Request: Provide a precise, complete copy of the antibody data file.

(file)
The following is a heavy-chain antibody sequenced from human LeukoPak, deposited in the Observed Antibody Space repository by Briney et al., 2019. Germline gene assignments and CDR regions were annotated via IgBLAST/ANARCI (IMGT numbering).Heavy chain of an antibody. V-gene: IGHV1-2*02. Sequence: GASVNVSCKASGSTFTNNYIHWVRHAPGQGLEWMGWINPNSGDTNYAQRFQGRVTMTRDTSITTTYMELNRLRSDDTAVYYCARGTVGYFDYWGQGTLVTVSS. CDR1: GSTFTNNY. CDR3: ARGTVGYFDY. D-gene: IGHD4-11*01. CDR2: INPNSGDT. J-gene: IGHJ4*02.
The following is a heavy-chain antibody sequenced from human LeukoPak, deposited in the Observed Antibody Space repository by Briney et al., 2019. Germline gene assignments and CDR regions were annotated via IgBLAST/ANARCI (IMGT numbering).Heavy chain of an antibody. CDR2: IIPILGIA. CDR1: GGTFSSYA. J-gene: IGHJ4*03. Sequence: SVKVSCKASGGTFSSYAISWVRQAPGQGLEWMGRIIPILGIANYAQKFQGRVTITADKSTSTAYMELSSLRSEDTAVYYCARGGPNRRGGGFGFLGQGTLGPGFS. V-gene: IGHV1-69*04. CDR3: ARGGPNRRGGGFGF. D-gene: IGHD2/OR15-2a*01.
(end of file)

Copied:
The following is a heavy-chain antibody sequenced from human LeukoPak, deposited in the Observed Antibody Space repository by Briney et al., 2019. Germline gene assignments and CDR regions were annotated via IgBLAST/ANARCI (IMGT numbering).Heavy chain of an antibody. V-gene: IGHV1-2*02. Sequence: GASVNVSCKASGSTFTNNYIHWVRHAPGQGLEWMGWINPNSGDTNYAQRFQGRVTMTRDTSITTTYMELNRLRSDDTAVYYCARGTVGYFDYWGQGTLVTVSS. CDR1: GSTFTNNY. CDR3: ARGTVGYFDY. D-gene: IGHD4-11*01. CDR2: INPNSGDT. J-gene: IGHJ4*02.
The following is a heavy-chain antibody sequenced from human LeukoPak, deposited in the Observed Antibody Space repository by Briney et al., 2019. Germline gene assignments and CDR regions were annotated via IgBLAST/ANARCI (IMGT numbering).Heavy chain of an antibody. CDR2: IIPILGIA. CDR1: GGTFSSYA. J-gene: IGHJ4*03. Sequence: SVKVSCKASGGTFSSYAISWVRQAPGQGLEWMGRIIPILGIANYAQKFQGRVTITADKSTSTAYMELSSLRSEDTAVYYCARGGPNRRGGGFGFLGQGTLGPGFS. V-gene: IGHV1-69*04. CDR3: ARGGPNRRGGGFGF. D-gene: IGHD2/OR15-2a*01.